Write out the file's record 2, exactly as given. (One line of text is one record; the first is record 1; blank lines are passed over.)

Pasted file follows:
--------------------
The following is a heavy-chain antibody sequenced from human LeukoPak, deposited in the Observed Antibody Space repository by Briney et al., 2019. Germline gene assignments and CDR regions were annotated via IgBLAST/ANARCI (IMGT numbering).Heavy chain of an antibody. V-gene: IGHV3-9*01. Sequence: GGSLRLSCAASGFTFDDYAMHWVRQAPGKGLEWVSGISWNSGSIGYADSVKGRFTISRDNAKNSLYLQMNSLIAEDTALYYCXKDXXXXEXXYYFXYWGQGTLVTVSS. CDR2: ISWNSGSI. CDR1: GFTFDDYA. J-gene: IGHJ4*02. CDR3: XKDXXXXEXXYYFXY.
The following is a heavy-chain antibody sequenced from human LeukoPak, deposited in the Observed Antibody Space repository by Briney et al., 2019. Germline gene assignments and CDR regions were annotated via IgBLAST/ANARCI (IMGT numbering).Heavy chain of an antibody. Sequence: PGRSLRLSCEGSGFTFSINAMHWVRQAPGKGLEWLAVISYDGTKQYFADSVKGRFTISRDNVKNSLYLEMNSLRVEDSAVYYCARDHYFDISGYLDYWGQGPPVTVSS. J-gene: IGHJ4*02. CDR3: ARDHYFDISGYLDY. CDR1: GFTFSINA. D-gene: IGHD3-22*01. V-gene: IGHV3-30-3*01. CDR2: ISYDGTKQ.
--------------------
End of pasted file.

The following is a heavy-chain antibody sequenced from human LeukoPak, deposited in the Observed Antibody Space repository by Briney et al., 2019. Germline gene assignments and CDR regions were annotated via IgBLAST/ANARCI (IMGT numbering).Heavy chain of an antibody. Sequence: PGRSLRLSCEGSGFTFSINAMHWVRQAPGKGLEWLAVISYDGTKQYFADSVKGRFTISRDNVKNSLYLEMNSLRVEDSAVYYCARDHYFDISGYLDYWGQGPPVTVSS. J-gene: IGHJ4*02. CDR3: ARDHYFDISGYLDY. CDR1: GFTFSINA. D-gene: IGHD3-22*01. V-gene: IGHV3-30-3*01. CDR2: ISYDGTKQ.